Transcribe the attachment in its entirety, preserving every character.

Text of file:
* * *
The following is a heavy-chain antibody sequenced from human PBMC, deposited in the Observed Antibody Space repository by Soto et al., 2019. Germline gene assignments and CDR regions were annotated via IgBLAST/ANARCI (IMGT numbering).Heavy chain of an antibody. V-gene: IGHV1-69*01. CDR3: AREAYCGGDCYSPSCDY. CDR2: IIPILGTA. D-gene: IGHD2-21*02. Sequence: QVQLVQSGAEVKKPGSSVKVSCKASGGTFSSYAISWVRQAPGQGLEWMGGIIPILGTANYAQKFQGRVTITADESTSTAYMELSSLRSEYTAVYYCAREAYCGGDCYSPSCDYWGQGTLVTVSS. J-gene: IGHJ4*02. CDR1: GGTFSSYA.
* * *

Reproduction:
The following is a heavy-chain antibody sequenced from human PBMC, deposited in the Observed Antibody Space repository by Soto et al., 2019. Germline gene assignments and CDR regions were annotated via IgBLAST/ANARCI (IMGT numbering).Heavy chain of an antibody. V-gene: IGHV1-69*01. CDR3: AREAYCGGDCYSPSCDY. CDR2: IIPILGTA. D-gene: IGHD2-21*02. Sequence: QVQLVQSGAEVKKPGSSVKVSCKASGGTFSSYAISWVRQAPGQGLEWMGGIIPILGTANYAQKFQGRVTITADESTSTAYMELSSLRSEYTAVYYCAREAYCGGDCYSPSCDYWGQGTLVTVSS. J-gene: IGHJ4*02. CDR1: GGTFSSYA.